But Uhlmann and other experts said it’s likely prosecutors are already poring over evidence from the spill because under the Clean Water and Air Acts and other federal laws aimed at protecting migratory birds, an accidental oil spill of this magnitude could at least result in misdemeanor negligence charges.
And under the migratory bird regulations, prosecutors have very broad discretion.
In 1999, the Ninth U.S. Circuit Court of Appeals upheld the misdemeanor conviction under the Clean Water Act of a supervisor at a rock quarry project that accidentally ruptured an oil pipeline, causing a spill.
For a felony, prosecutors have to demonstrate companies “knowingly” violated the regulations.
Tracy Hester, the director of the Environment, Energy and Natural Resources Center at the University of Houston, said prosecutors would be looking for “any possible concealment of the risks, a failure to respond to any known risks, and a failure to report a dangerous situation.”
“Knowing is a slippery term,” Hester said. “But knowing doesn’t necessarily mean that you knew it was a violation of the law. You just have to be aware that what you were doing fell into what is regulated.”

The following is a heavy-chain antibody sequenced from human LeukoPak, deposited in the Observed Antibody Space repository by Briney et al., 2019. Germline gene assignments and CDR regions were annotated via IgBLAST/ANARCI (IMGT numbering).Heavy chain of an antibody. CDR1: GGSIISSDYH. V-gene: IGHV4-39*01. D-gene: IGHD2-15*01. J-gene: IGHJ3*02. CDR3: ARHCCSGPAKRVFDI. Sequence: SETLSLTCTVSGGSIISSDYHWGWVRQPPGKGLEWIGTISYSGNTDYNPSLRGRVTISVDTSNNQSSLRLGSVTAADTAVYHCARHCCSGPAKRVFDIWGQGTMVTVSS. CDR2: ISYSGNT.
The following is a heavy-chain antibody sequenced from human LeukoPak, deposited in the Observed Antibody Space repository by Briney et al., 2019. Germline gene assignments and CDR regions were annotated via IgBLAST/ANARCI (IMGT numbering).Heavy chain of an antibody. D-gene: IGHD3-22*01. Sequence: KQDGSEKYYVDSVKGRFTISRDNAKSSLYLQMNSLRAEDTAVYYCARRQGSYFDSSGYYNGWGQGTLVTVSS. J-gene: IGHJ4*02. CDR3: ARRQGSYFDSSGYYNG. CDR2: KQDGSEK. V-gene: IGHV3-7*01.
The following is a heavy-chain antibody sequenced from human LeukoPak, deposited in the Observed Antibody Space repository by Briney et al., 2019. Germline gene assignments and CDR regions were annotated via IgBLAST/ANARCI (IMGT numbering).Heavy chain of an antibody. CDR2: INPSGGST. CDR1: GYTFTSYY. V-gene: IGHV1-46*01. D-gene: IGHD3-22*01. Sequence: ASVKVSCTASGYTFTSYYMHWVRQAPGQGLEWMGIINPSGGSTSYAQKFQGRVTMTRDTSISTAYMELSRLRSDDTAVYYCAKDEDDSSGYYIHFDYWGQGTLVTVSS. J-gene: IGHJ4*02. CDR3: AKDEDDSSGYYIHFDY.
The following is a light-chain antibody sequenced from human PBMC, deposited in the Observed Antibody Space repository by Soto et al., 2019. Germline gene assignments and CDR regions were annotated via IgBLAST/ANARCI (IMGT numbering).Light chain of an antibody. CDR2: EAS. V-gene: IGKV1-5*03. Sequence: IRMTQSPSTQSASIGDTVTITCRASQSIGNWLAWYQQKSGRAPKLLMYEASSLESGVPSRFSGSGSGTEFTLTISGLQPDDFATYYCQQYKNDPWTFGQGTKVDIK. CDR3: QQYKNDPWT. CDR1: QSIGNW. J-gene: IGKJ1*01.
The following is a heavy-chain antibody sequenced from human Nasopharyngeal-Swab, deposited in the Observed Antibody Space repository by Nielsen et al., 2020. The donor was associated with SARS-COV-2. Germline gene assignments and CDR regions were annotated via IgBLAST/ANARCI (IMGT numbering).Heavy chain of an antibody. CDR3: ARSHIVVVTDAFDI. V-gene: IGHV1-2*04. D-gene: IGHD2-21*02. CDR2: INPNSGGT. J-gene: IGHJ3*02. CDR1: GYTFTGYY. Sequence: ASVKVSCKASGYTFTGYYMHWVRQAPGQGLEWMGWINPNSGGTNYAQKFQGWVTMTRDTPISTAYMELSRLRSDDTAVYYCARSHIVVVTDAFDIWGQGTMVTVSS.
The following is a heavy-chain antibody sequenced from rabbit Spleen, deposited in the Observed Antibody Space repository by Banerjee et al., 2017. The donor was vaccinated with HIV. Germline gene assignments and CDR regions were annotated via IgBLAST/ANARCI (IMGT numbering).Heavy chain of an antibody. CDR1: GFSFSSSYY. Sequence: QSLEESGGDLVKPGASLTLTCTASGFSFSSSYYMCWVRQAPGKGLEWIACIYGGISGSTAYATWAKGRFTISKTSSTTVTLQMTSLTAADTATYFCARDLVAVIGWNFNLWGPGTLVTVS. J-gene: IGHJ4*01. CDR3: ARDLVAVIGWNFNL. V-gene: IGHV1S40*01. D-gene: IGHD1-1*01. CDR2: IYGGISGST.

A Under a 1990 federal law, the primary leaseholder of the well, BP, is responsible for picking up the lion’s share of the cleanup costs. Anadarko Petroleum and Matsui Oil Exploration together own 35 percent of the lease, and they would pay that share of expenses.
The law requires BP and the other leaseholders to pay an unlimited amount in direct cleanup costs. Their liability for other damage, such as ruined fisheries and lost tourist revenue, is legally capped at $75 million, although the company says it is willing to pay claims beyond that. Above the cap, the Oil Spill Liability Trust Fund, financed by a tax on oil companies, is supposed to pick up the tab, up to a total of $1 billion.
Craig Bennett, the director of the Coast Guard’s National Pollution Funds Center, said that as of Wednesday morning, BP had received 6,414 claims, mostly from fishermen for lost wages and damage to their boats. He said the company had paid out $2.5 million so far, and “they have not denied any claims yet.”
So, read that again. It talks about the CLEAN up costs and that’s it. The dispersant stops the crap from coming ashore so they don’t have to clean up. The water rushing out of the Bohemian Spillway or some other place, stops the crap from coming ashore so they don’t have to clean up. BUT, there is still tremendous damage to ecosystems either way. That doesn’t even take into account the impact on the people, the cities, the lost sales, the lost business, the lost tax revenues, and who knows what it does to the property and health of those who are vested down here?